Archives and Special Collections
- Voyager Catalog
- Cliff Smith YMCA Postcard Collection
- College Records
- Digital Collections
- Links to Archival and Primary Sources
- Manuscript Collections
- Rare Books & Special Collections
- Babson Library
- The Springfield College Museum at Judd Gymnasia
- YMCA Hall of Fame
- The Birthplace of Basketball
Springfield College Campus
From the first Monday in January 1885 until April 1, 1886, when its first building opened, the School for Christian Workers (now Springfield College) used the rooms of the YMCA in Springfield. The School's leaders determined in December 1884 that $22,500 should be raised to fund the construction of its own building at Armory Hill. At the February 23, 1885 Board meeting, trustees voted to purchase the lot of land on the corner of Sherman and State Streets for $5,500, and a building committee was created to propose a plan for the School for Christian Workers building.
According to the November 7, 1885 issue of the Springfield Daily Union, the building would consist of several spaces: a reading room (26 X 18 feet), a gymnasium (49 X 41 feet), a recitation room for evening classes (16 X 20 feet), an amuseument room for quiet games (14 X 20 feet), a parlor, and the secretary's cosy room (14 X 16 feet). The building also contained 50 sleeping rooms designed to comfortably accommodate 75 students on the third and fourth floors. Modeled after that at the Boston YMCA, the gymnasium contained a running track, gymnastics apparatus, bathrooms and water closets, and dressing rooms. In his third annual report (September 1886), Jacob Bowne, chair of the Armory Hill YMCA and head of the School's YMCA department, included a detailed list of the gymnastics equipment on site: punching bags; chest developers; wrist, forearm, and abdominal machines; chest and rowing weights; giant and floor pullies; horizontal, parallel, and breast bars; climbing ropes and poles; quarter circle rope ladder; spring board and leaping standards; flying rings and indian clubs; wooden and iron dumbbells; two spirometers; two dynamometers as well as 100 dressing boxes, three tubs and a shower bath. By the time the building was dedicated May 31, 1886, some 304 volumes had been contributed as the nucleus for a library. The building, constructed by contractor E.W. Shattuck, cost $34,520.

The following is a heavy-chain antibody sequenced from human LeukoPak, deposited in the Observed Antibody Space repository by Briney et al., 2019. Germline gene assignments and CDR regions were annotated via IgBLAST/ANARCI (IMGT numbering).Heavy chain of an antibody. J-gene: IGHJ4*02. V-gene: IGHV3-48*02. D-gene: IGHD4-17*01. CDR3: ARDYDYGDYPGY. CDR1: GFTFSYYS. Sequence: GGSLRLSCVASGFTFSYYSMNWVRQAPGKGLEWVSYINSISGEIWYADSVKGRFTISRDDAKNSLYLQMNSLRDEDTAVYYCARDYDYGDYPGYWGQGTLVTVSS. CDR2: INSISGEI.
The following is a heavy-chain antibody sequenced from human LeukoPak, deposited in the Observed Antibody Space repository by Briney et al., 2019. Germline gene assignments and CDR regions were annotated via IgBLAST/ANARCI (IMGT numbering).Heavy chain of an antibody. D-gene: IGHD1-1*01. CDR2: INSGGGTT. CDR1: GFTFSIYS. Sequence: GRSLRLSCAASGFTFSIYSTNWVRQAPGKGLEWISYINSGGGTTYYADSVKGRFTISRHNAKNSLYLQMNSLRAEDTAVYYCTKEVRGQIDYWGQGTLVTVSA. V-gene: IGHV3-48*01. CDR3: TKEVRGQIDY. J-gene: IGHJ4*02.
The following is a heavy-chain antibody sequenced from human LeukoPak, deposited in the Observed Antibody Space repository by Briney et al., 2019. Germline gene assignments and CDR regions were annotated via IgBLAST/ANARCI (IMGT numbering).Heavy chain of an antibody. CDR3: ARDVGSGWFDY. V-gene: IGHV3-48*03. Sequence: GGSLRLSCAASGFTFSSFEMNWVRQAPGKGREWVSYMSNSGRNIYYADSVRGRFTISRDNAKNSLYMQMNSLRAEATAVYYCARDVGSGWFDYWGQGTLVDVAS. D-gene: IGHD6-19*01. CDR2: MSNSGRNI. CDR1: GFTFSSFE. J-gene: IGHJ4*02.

Research conducted by Michael Kilmartin, class of 2008.